At the start of the novel Sister Mine by Nalo Hopkinson, one of the characters, Makeda, is looking for a new place to live. A certain Milo rents out "units" in what he calls "warehouse living" and shows Makeda what the facilities look like. Makeda thinks to herself,

I'd heard about his kind. He was just your average slum landlord. I kissed my teeth in disdain. Milo blinked at the sound, but clearly didn't know what it meant. Any one of my relatives would have, on either side of the Family. Hell, any black person pretty much the world over would have known it.

This act of kissing teeth also occurs frequently in Hopkinson's novel Midnight Robber. The Urban Dictionary describes it as follows:

The act of kissing teeth (kmt) means to express disapproval[,] contempt, or dissatisfaction with a situation or person by making a sound through the act of sucking air through one's teeth.
Oft performed by people from the Caribbean.

The Jamaican Patwah dictionary describes it as follows:

To make a hissing sound from one’s mouth, usually to signal irritation or annoyance. (In Jamaica, hissing one’s teeth is normally followed by a round of expletives.)

However, after reading these descriptions, it's still not clear what it exactly looks and sounds like. I am looking for a description or other type of resource (e.g. a video) that is sufficiently clear to help me reproduce this action.

3 Answers 3


As this article explains,

The basic manoeuvre is a sucking of air through the teeth from behind pursed lips – or as academics describe it, a "velaric ingressive airstream involving closure at two points in the mouth". But thereafter there is nuance. There is the short, sharp kiss from the front teeth on either side. Usually this denotes minor irritation or mild disapproval. It may be deployed with a shake of the head and perhaps the glimmer of a smile, recognising the absurdity of what has transpired.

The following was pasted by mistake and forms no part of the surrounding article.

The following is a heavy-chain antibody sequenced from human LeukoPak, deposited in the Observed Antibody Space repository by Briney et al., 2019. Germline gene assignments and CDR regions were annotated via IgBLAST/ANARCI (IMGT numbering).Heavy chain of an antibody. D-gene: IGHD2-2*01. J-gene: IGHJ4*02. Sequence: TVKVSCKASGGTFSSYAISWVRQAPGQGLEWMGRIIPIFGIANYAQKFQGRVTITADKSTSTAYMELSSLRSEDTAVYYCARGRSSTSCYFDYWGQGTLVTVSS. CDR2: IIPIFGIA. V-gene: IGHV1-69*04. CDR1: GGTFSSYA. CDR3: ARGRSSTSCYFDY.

Moving up the scale, there is the sucking from further back in the mouth. Longer in duration and louder, this responds to episodes occasioning deeper incredulity.

This video is a somewhat tongue-in-cheek explanation, but it also shows it well:


  • No Youtube embedding on this site :-(
    – Rand al'Thor
    Commented Sep 1, 2018 at 16:49
  • @Randal'Thor I am so used to it on Arqade being automatic that I might have edited this answer a couple times thinking I was doing it wrong.... :P
    – user25
    Commented Sep 1, 2018 at 16:50
  • "Not recommended for use during a job interview." :-D Excellent video.
    – Tsundoku
    Commented Sep 1, 2018 at 17:11

I found an explanation of "kissing teeth" in a blog post by Azizi Powell on Pancocojams, a blog which (in its own words) showcases the customs of people of Black descent throughout the world. In this post, she explains something about the history of the term and the various different words which can be used for it in different parts of the Caribbean:

The phrase "suck your teeth" is documented as early as 1915 in Jamaica and is also found in Barbados, Belize, and Guyana, Trinidad, and the United States (particularly among African Americans). In Tobago, kiss teeth is called "hiss teeth" and in the Cayman Islands it is called "sucking your mouth". Source: http://privatewww.essex.ac.uk/~patrickp/papers/KSTpapwww.pdf The Meaning Of Kiss Teeth [...]

In the Caribbean kiss teeth is represented by the initials "KST" (kiss teeth) and "KMT" (kiss my teeth). Among people from the Caribbean, kiss teeth can be represented in writing using the words "Cho!", "Chups", "Tchuipe, "Chupes", "Stchuup”, and similarly spelled words. These words are both nouns and verbs. [...]

A well deserved ode to the tjoerie. The what?!? The tjoerie, which is the Surinamese word for what is known in the French West Indies as 'le tchip' and in the English speaking part of the Caribbean as 'kiss-teeth'.

When something or someone becomes too annoying, one always has an effective weapon at their disposal: a long, cricket-like sound of which the effect combined with rolling eyes is deadly insulting. There is no one that does not respect a good tjoerie.

She also includes a video in her blog post to demonstrate the "tjoerie" in action:



Kissing teeth, or the "velaric ingressive airstream involving closure at two points in the mouth" may be considered disrespectful and a culpable expression of contempt. It is banned in many French schools and at one time was liable to result in arrest in Britain if done by someone being questioned by police.

French schools ban teeth-sucking

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